Woody Harrelson

Mauigo- round: I recently mentioned that after a long hiatus from films, Woody Harrelson is back in the acting action, big time. You’ll be seeing a lot of him in upcoming major films. He took a long break from show biz —five years — and moved himself, wife Laura and their two kids to Maui after checking many potential home sites worldwide. “Maui’s the best for me and my family,” he sez. “And once in awhile when we’re both home, I go visit my buddy Willie Nelson, who lives nearby, and we play chess.” After college, Harrelson moved to New York and hoped for a shot on B’way. A year and a couple dozen restaurant jobs later, he couldn’t get an agent or an audition and decided to forget an acting career. The day before he was leaving New York he got his first break. Woody landed an audition for Neil Simon’s Biloxi Blues. He was hired as an understudy. Six months later he won the rube bartender character in Cheers. He never looked back since … Friends are calling Frank DeLima “skinny.” The comedian has shed about 80 pounds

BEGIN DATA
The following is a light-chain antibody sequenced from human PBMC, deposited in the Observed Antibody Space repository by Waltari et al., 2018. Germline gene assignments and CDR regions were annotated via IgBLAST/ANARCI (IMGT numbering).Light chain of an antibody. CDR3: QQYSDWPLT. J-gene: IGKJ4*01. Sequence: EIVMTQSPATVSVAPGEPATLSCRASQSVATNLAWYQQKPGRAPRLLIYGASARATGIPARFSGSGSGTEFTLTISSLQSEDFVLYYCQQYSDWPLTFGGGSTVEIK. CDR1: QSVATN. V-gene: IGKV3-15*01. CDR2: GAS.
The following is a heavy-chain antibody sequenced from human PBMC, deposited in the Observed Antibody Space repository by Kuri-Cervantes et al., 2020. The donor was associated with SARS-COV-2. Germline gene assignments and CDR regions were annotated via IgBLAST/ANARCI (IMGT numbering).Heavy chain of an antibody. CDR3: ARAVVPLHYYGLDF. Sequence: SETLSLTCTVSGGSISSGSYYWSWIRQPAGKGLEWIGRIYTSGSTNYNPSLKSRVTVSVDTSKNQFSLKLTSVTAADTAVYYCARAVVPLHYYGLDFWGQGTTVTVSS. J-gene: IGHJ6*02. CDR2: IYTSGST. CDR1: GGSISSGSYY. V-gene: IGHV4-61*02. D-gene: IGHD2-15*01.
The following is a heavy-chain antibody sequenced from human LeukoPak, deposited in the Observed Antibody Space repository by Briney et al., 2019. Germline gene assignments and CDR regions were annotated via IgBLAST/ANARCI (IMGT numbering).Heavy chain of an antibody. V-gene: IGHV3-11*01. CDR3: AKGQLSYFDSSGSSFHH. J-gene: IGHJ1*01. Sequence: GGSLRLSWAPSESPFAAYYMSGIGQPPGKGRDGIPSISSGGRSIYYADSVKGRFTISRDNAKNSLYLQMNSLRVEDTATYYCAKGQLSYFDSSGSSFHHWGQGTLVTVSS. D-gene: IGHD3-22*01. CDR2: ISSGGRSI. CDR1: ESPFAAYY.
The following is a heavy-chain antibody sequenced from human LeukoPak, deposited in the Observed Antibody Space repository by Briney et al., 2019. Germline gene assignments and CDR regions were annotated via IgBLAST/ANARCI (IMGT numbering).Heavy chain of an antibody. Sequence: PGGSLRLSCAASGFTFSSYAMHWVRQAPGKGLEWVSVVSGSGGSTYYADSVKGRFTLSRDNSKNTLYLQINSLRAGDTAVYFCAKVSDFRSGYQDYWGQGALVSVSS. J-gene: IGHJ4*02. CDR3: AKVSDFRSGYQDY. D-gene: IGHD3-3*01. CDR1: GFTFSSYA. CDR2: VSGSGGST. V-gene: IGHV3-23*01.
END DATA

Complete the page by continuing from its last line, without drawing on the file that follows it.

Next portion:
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Wednesday - April 27, 2005
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HONOLULU ALMANAC: After reading some of teen surf star Bethany Hamilton’s inspirational story from her book in Readers Digest (about losing her arm after that Kauai shark attack), looking forward to her first in-depth island TV interview with Emme Tomimbang Sunday, April 28 (Ch. 2, 8 to 9 p.m.).


Tani Lynn